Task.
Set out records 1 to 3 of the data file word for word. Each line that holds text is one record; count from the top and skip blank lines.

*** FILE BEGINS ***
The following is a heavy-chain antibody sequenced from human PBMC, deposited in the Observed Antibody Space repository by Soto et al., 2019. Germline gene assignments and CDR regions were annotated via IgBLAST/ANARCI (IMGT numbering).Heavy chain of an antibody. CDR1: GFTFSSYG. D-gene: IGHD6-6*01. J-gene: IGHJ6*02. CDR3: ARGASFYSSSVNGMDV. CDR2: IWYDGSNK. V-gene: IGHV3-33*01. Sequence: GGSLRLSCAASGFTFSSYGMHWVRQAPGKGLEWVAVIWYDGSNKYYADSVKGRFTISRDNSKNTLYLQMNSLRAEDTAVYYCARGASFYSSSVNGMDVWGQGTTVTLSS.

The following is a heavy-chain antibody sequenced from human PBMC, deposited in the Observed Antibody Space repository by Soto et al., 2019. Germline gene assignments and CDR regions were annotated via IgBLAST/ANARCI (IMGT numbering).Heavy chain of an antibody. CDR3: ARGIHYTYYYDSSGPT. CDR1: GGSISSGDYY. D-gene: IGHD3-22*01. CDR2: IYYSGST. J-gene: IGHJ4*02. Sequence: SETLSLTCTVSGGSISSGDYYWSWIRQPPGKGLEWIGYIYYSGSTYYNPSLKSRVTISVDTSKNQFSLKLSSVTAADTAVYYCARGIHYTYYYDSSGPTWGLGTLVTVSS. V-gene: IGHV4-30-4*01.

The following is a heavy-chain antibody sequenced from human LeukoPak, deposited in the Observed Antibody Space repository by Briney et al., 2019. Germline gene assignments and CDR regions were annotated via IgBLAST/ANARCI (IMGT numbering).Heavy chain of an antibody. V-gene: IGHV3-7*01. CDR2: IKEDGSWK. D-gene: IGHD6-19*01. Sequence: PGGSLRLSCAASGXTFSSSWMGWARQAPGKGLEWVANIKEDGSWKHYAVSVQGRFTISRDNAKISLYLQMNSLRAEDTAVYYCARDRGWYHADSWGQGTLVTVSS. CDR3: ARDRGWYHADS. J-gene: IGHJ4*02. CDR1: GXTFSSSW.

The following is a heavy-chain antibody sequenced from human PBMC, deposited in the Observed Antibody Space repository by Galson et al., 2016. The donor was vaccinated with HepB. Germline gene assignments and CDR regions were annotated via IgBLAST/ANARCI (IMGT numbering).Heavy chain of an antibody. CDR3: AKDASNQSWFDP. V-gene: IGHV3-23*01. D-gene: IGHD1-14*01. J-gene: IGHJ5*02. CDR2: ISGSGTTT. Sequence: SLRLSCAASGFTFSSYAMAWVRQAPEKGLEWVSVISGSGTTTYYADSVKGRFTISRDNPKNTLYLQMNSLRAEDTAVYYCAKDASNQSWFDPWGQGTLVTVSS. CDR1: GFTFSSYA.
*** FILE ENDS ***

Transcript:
The following is a heavy-chain antibody sequenced from human PBMC, deposited in the Observed Antibody Space repository by Soto et al., 2019. Germline gene assignments and CDR regions were annotated via IgBLAST/ANARCI (IMGT numbering).Heavy chain of an antibody. CDR1: GFTFSSYG. D-gene: IGHD6-6*01. J-gene: IGHJ6*02. CDR3: ARGASFYSSSVNGMDV. CDR2: IWYDGSNK. V-gene: IGHV3-33*01. Sequence: GGSLRLSCAASGFTFSSYGMHWVRQAPGKGLEWVAVIWYDGSNKYYADSVKGRFTISRDNSKNTLYLQMNSLRAEDTAVYYCARGASFYSSSVNGMDVWGQGTTVTLSS.

The following is a heavy-chain antibody sequenced from human PBMC, deposited in the Observed Antibody Space repository by Soto et al., 2019. Germline gene assignments and CDR regions were annotated via IgBLAST/ANARCI (IMGT numbering).Heavy chain of an antibody. CDR3: ARGIHYTYYYDSSGPT. CDR1: GGSISSGDYY. D-gene: IGHD3-22*01. CDR2: IYYSGST. J-gene: IGHJ4*02. Sequence: SETLSLTCTVSGGSISSGDYYWSWIRQPPGKGLEWIGYIYYSGSTYYNPSLKSRVTISVDTSKNQFSLKLSSVTAADTAVYYCARGIHYTYYYDSSGPTWGLGTLVTVSS. V-gene: IGHV4-30-4*01.

The following is a heavy-chain antibody sequenced from human LeukoPak, deposited in the Observed Antibody Space repository by Briney et al., 2019. Germline gene assignments and CDR regions were annotated via IgBLAST/ANARCI (IMGT numbering).Heavy chain of an antibody. V-gene: IGHV3-7*01. CDR2: IKEDGSWK. D-gene: IGHD6-19*01. Sequence: PGGSLRLSCAASGXTFSSSWMGWARQAPGKGLEWVANIKEDGSWKHYAVSVQGRFTISRDNAKISLYLQMNSLRAEDTAVYYCARDRGWYHADSWGQGTLVTVSS. CDR3: ARDRGWYHADS. J-gene: IGHJ4*02. CDR1: GXTFSSSW.